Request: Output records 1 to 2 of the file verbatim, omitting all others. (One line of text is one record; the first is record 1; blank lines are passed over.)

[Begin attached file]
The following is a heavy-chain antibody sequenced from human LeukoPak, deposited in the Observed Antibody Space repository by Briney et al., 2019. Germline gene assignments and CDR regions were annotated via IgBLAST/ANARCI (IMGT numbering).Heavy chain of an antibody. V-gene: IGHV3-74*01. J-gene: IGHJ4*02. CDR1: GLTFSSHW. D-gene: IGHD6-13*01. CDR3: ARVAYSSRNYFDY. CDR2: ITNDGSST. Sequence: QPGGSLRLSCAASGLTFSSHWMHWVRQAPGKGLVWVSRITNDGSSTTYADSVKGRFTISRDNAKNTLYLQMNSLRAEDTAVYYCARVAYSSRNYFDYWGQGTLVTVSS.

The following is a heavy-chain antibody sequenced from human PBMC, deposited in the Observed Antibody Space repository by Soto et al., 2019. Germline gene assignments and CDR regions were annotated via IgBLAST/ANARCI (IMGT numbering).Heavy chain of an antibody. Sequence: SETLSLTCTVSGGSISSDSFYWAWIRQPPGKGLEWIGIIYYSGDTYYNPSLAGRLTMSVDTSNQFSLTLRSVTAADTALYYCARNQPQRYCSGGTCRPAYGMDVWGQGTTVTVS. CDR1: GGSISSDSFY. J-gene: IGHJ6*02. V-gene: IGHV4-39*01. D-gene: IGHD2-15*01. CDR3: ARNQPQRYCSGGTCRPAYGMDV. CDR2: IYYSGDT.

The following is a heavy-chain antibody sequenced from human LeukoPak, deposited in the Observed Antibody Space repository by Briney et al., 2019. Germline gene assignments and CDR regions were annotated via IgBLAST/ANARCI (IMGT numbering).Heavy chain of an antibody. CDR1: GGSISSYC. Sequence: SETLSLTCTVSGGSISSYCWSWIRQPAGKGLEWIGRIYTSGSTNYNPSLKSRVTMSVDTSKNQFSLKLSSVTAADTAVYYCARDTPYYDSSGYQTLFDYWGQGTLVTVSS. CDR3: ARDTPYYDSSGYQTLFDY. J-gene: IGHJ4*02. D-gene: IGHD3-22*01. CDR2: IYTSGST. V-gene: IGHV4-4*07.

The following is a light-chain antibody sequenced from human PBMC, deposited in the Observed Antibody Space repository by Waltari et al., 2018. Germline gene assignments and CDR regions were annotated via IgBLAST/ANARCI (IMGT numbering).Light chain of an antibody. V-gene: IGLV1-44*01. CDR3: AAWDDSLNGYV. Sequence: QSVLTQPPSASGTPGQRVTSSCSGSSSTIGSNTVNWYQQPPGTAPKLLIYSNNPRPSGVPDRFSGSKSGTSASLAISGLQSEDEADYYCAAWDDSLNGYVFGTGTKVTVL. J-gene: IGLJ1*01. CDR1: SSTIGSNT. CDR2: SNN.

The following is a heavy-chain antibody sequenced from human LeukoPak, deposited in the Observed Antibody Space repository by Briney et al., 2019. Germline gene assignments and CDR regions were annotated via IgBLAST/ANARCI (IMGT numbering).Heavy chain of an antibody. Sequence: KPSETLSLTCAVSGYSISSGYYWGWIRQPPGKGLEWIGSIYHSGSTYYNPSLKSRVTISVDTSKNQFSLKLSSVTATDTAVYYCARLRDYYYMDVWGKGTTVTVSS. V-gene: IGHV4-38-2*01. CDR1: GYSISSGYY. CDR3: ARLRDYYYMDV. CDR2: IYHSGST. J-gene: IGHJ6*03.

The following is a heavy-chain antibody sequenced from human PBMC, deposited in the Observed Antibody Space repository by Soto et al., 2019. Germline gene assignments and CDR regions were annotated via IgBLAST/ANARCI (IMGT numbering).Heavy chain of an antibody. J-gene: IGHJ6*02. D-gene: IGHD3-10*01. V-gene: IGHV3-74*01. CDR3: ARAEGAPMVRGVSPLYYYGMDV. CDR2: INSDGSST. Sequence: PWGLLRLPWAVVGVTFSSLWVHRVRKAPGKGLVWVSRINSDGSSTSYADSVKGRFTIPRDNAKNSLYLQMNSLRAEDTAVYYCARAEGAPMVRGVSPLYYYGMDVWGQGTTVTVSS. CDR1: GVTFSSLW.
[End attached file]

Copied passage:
The following is a heavy-chain antibody sequenced from human LeukoPak, deposited in the Observed Antibody Space repository by Briney et al., 2019. Germline gene assignments and CDR regions were annotated via IgBLAST/ANARCI (IMGT numbering).Heavy chain of an antibody. V-gene: IGHV3-74*01. J-gene: IGHJ4*02. CDR1: GLTFSSHW. D-gene: IGHD6-13*01. CDR3: ARVAYSSRNYFDY. CDR2: ITNDGSST. Sequence: QPGGSLRLSCAASGLTFSSHWMHWVRQAPGKGLVWVSRITNDGSSTTYADSVKGRFTISRDNAKNTLYLQMNSLRAEDTAVYYCARVAYSSRNYFDYWGQGTLVTVSS.

The following is a heavy-chain antibody sequenced from human PBMC, deposited in the Observed Antibody Space repository by Soto et al., 2019. Germline gene assignments and CDR regions were annotated via IgBLAST/ANARCI (IMGT numbering).Heavy chain of an antibody. Sequence: SETLSLTCTVSGGSISSDSFYWAWIRQPPGKGLEWIGIIYYSGDTYYNPSLAGRLTMSVDTSNQFSLTLRSVTAADTALYYCARNQPQRYCSGGTCRPAYGMDVWGQGTTVTVS. CDR1: GGSISSDSFY. J-gene: IGHJ6*02. V-gene: IGHV4-39*01. D-gene: IGHD2-15*01. CDR3: ARNQPQRYCSGGTCRPAYGMDV. CDR2: IYYSGDT.